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Sunday, December 5, 2010

Complicated Musculoskeletal Problem: Email Advice

Email sent to drblakeshealingsole.com on 12/3/10

Dear Dr. Blake,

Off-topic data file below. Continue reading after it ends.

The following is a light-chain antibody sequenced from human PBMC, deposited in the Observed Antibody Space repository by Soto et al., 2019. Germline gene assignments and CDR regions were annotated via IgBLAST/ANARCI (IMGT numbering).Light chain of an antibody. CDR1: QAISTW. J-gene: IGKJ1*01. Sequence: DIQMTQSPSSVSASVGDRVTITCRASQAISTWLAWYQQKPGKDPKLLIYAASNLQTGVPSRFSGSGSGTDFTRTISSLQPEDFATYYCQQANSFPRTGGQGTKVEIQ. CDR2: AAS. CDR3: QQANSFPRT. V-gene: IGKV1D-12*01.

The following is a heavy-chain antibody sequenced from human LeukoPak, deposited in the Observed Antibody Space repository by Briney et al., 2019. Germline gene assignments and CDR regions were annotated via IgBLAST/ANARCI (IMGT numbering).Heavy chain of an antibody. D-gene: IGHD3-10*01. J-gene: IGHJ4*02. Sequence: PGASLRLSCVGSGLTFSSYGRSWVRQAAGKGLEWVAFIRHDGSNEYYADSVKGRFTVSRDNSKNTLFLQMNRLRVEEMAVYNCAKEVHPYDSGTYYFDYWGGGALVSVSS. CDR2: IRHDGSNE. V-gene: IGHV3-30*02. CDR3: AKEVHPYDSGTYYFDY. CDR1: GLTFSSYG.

I had just recently been following your website and other works you have done and decided to email you. It is very rare to find a doctor these days who actually communicate and educate people who are not necessarily their patients. For this alone, I already know you are a different doctor - one that we need more of these days. I decided to write to you because of this. As I have problems in the low back, hip, knee, and ankle, I have been given fragmented diagnosis of my condition and none of which I can put into perspective. I chose to write to you because of your experience with biomechanics hoping that I could get a better idea of what os going on with my body. Forgive me, but my medical history is quite long and I will try to make it as simple as possible for you. I am in the hopes that you would be able to give me a better perspective of what is going on.